The Metropolitan Transportation Authority sent out 35 percent more electronic alerts of incidents causing subway delays in 2013 than it did in 2011, according to a new study by the Straphangers Campaign, an advocacy group, which sees the figures as a sign service is deteriorating.
The number of alerts, which the MTA says are triggered by events causing “a significant service impact that is expected to last 8 to 10 minutes or more,” went from 2,967 in 2011 to 3,998 in 2013, according to the Straphangers Campaign, a division of the New York Public Interest Research Group.
The F line — on which a train derailed last week due to a broken track — had the highest number of alerts, 8 percent of the 2013 total.
The J/Z line had the fewest, with only 1 percent of the total, and also showed the most improvement.
The number of alerts rose 39 percent in Manhattan, 39 percent in Brooklyn, 25 percent in the Bronx and 24 percent in Queens.
The alerts used in the study do not include any for delays caused by what the Straphangers deem events that are “uncontrollable” by the MTA, such as police activity or passengers getting sick. There were another 1,958 of those in 2013, it reported.
A new report by WalletHub, a personal financial social network, found that New York is the fifth-best state in the country for a working mother to live in. The study, which also examined the District of Columbia, was released this week due to Mother’s Day being celebrated this Sunday.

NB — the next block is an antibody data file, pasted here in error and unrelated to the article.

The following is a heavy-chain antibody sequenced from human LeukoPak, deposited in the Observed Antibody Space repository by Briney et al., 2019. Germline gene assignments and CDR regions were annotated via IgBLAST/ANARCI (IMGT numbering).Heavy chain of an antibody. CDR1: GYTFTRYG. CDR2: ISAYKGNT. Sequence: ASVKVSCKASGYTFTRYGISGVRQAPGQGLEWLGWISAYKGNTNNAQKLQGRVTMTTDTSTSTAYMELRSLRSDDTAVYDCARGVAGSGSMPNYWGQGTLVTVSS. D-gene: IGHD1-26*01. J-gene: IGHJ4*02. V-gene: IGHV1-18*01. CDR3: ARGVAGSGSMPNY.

WalletHub measured nine metrics to reach its conclusions. Though New York came in fifth overall, it finished last in one category, childcare costs, and second to last in another, commuting time.
But the Empire State ranked first in daycare quality; as well as 13th in access to pediatric services; 12th in public school quality; 12th in gender pay gap; 13th in the ratio of female to male executives; eighth in parental leave policy; and 25th in the length of the average woman’s workday.
The full study is posted at WalletHub.com.
The Long Island City school principal fired for allegedly having sex with different men on multiple occasions in the building denied the charges and filed a criminal complaint of her own this week.
Annie Schmutz-Seifullah, who had led the Robert Wagner Secondary School of Arts and Technology, was dismissed after investigators determined she had had sex during school hours in the building and kept lewd photos of herself on computers there.
But Schmutz-Seifullah’s attorney said in an email sent to the media Wednesday that she is actually the victim in the case. The lawyer, Peter Gleason, headed the email “NYC SCHOOL PRINCIPAL DENIES HAVING SEX IN THE WORKPLACE” and said she was the victim of larceny by extortion, perpetrated by an ex-boyfriend who used to live with her. The former paramour, whom Gleason did not name, allegedly demanded that Schmutz-Seifullah pay the “producers of his reality TV show” $10,000, or else he would expose details of her personal life using files he stole from her computer. Even though she paid the money, he went ahead and provided news outlets with her “personal effects,” Gleason said.
A new bill introduced by City Councilman Juumane Williams (D-Brooklyn) would ban employers in the city from asking job applicants if they have criminal records.
It is already illegal in New York State to deny employment to someone solely because of a criminal record. State Attorney General Eric Schneiderman recently forced national retailer Bed, Bath & Beyond to pay $125,000 after discovering it refused to hire any ex-convicts.